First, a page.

Parents

What parent doesn’t worry about their children, regardless of their age? Add in a child with special needs, and demands sometimes become overwhelming.

How does this affect typical-developing children in the household? How do you balance the needs of your child with special needs and your typical children?

Check out what parents said in this Chicago Parent magazine article about raising siblings of kids with special needs.

Dads join their sons for the H.U.L.K. Sibshop. Sisters love including their Moms in the S.P.A. Sibshop.

Dads join their sons for the H.U.L.K. Sibshop. Sisters love including their Moms in the S.P.A. Sibshop.

Santa Celebration features activities that delight children with special needs, their siblings and parents.

Santa Celebration features activities that delight children with special needs, their siblings and parents.

WisconSibs Sibshops are for the typical siblings.  We meet every 4-6 weeks to connect, to learn, and mostly, to have fun with others who understand.  Usually, we all meet together.  But our S.P.A. (Sisters are Pretty Awesome) Sibshop, however, is for girls and their Moms.  And the H.U.L.K. (Huggable Lovable Unselfish Kids) Sibshop is for boys and their dads, older brothers or grandpas.

Curious what siblings think parents should know?  Click What Siblings Want Parents and Service Providers to Know.


Welcome to Our World

At WisconSib events, parents like the opportunity to talk with other parents. There’s also a new online connection for parents called SibParent.

sc11parentsnetworkingSibParent, sponsored by Don Meyer’s Sibling Support Project, is a new, innovative online group where parents can discuss the joys and concerns experienced by their typically developing children. It is hosted by a mom of children with and without special needs.

Since many SibParent participants are also parents of kids who attend Sibshops throughout the world, SibParent is also a forum for parents who want to support the Sibshop movement. Like the Sibling Support Project’s other online groups, SibParent is a warm, thoughtful community.

If you’re a parent who’s concerned about the well-being of all your kids, we hope you’ll join us!  To join, just click here.


Ten Simple (often not so simple) Rules for Parents

YOU ARE THE MODEL

Siblings’ experiences closely parallel their parents’ experiences. Siblings take their cues on how to respond to situations from their parents.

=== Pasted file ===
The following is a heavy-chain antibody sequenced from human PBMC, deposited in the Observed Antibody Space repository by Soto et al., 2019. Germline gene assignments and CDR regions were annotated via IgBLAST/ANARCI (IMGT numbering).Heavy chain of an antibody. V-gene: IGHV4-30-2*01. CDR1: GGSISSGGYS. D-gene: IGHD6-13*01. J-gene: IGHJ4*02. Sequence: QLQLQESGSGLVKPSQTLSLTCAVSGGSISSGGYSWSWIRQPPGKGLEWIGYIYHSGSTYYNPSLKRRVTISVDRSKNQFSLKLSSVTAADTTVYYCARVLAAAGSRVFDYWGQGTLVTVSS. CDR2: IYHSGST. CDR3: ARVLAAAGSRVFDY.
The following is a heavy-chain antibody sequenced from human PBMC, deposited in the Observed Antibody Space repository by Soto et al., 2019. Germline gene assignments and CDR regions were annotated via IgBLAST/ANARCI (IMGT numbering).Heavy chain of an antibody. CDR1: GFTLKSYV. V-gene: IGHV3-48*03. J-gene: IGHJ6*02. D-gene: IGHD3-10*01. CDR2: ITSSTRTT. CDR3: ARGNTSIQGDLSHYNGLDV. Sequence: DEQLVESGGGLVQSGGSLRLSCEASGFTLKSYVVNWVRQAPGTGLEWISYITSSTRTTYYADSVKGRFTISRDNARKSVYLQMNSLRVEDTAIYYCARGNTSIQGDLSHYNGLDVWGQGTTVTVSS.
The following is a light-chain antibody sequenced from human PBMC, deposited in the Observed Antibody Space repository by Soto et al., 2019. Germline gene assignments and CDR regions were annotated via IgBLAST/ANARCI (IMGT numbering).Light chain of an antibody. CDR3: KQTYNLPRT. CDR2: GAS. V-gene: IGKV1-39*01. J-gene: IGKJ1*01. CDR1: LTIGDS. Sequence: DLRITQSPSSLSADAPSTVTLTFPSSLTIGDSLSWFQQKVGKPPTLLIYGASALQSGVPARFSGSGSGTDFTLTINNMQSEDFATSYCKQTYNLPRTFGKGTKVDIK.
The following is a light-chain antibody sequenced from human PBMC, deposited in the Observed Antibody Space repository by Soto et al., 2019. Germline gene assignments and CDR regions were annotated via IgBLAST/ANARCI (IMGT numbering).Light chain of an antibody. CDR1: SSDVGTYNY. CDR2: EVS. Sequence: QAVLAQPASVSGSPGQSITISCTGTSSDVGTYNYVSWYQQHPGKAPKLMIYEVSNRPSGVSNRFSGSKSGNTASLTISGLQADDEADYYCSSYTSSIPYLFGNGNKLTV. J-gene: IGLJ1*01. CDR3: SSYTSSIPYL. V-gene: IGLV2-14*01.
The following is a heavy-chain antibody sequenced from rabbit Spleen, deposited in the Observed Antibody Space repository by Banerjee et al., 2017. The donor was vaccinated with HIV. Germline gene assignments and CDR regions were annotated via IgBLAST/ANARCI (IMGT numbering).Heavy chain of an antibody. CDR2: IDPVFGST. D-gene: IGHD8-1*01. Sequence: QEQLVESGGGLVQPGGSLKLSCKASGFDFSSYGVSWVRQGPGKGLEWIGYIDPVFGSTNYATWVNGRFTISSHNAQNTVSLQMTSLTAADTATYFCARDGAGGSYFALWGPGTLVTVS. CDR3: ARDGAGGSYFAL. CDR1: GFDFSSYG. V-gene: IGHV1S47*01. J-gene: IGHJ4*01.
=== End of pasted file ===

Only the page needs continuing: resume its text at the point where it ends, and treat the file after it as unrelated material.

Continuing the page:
SHARE INFORMATION

Siblings need information about their brother’s or sister’s condition, including how it is evaluated and treated. Not knowing causes greater fear than knowing.

OPEN COMMUNICATION

within the family about the disability or illness and your positive and negative experiences with it will help your children be comfortable with talking with you.

LISTEN

Acknowledging concerns can go a long way in helping siblings cope with altered lives, pressures and worries.

CELEBRATE

Siblings often hear their parents get excited about something the child with a disability has accomplished. Remember to also celebrate your other children by recognizing their own strengths and accomplishments, as well.

FIND QUALITY TIME

Find some “one on one” time with your child you both can enjoy and cherish.

RESPITE

There are stressful events such as the reaction of people in public, unexpected disruptions to family plans, and extra home responsibility. Recognize that children need a break from time to time to cope.

SUPPORT AND TEACH

Siblings often want training or ideas for caring for or playing with their brother or sister. Help brainstorm some ideas or involve therapists in coming up with ideas for play.

EXPECT BEHAVIOR

Although difficult to watch, teasing, arguing and other forms of conflict are common among most brothers and sisters – even when one has special needs. It’s normal and can be beneficial to both typical and special needs children in the family.

ENCOURAGE CONTACTS

Find ways that your typical child can meet other siblings and families who have a child with special needs.

While growing up with a brother or sister with a disability is not always easy, the experience can also be rewarding. The key to keeping things positive is to be able to express honest feelings with people who care and “get it”, to be informed, and to find opportunities to celebrate. That’s where WisconSibs programs can help. Find out more here.